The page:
Tweak your seasonings if your alternative cheese is saltier or sweeter than Parmesan.

Substitute for Shredded Parmesan Cheese

by Ellen Douglas

When it comes to Parmesan cheese, bags of pre-shredded Parmesan lie somewhere on the quality spectrum between the cardboard tubes you pick up at the gas station and the imported hard wedges you grate yourself. A few cheese varieties similar to the classic Italian hard cheese also come pre-shredded. In addition, if you're willing to do your own shredding and grating, you'll find plenty of decent Parmesan taste-alikes if you need a substitute.

Italian Impersonators

Grana Padano, a hard cheese, is considered quite similar to Parmesan. It is less expensive and more mild. Romano, another hard Italian cheese, is also frequently compared to Parmesan, but cranks the sharpness and saltiness factors up a notch. Interestingly, three different animals -- sheep, goat and cow -- are responsible for the three best-known Romano varieties: Pecorino, Caprino and Vacchino. You can find bags or tubs of pre-shredded Romano cheese in the dairy section of some supermarkets and delis.

Swiss Substitutes

Two hard cheeses from Switzerland each have ancient origins. Sapsago is low in fat because it is made from skimmed cow's milk. An expensive cheese, sapsago gets its distinctive green color and spicy flavor from a local clover used to infuse the milk. You'll also spot the finished cheese by its silver foil packaging and conical shape. Sbrinz is revered as one of the oldest cheeses in Switzerland's history, going back to the days of ancient Rome. It is an extra-hard cheese, with a mellow taste and tangy undertones.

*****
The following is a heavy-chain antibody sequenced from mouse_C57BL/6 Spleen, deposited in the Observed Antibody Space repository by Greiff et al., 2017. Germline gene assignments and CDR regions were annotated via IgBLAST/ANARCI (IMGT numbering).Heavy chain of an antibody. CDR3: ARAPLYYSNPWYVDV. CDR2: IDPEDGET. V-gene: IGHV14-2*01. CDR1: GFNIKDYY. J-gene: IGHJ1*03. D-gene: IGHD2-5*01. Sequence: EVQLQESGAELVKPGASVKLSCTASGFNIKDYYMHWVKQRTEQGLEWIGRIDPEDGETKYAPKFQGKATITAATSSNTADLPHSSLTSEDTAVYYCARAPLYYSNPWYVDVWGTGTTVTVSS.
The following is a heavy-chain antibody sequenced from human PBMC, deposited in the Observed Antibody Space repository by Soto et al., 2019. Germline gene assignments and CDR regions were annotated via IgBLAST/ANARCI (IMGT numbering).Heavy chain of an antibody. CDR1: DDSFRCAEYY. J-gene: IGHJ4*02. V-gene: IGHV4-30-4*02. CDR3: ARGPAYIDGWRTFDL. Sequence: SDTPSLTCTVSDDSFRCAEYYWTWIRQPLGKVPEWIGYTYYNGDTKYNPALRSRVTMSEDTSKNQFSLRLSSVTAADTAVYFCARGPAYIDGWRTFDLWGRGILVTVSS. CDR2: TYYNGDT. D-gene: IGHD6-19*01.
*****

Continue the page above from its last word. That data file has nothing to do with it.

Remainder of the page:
Domestic Cheeses

You'll find pre-shredded Asiago and Monterey jack in tubs or bags at some delis and supermarkets, as well as in whole form. Asiago is a hard cheese that hails from Italy, but versions made in the U.S. are comparable in quality to more expensive imported versions. Asiago is a bit sweeter than Parmesan. Created in California, aged Monterey Jack can sometimes pinch-hit for Parmesan. You may also see it sold as "dry jack." Monterey Jack is less salty and milder than Parmesan. The aged version is especially appropriate when you need a gratable cheese in the mode of Parmesan, but geared to Mexican seasonings.

Vegan Versions

Despite its clinical name, nutritional yeast is a flavorful option for people who can't eat dairy or who prefer not to use animal products. The deactivated yeast has a salty, deep flavor similar to Parmesan. Its texture is more comparable to finely grated Parmesan than to shredded cheese. In situations where that doesn't matter, sprinkle nutritional yeast as you would grated Parmesan. It works well sprinkled dry over pastas, pizzas and popcorn, or blended into dressings and sauces. Alternatively, look for faux Parmesan products made from soy milk.

About the Author

Ellen Douglas has written on food, gardening, education and the arts since 1992. Douglas has worked as a staff reporter for the Lakeville Journal newspaper group. Previously, she served as a communication specialist in the nonprofit field. She received her Bachelor of Arts from the University of Connecticut.

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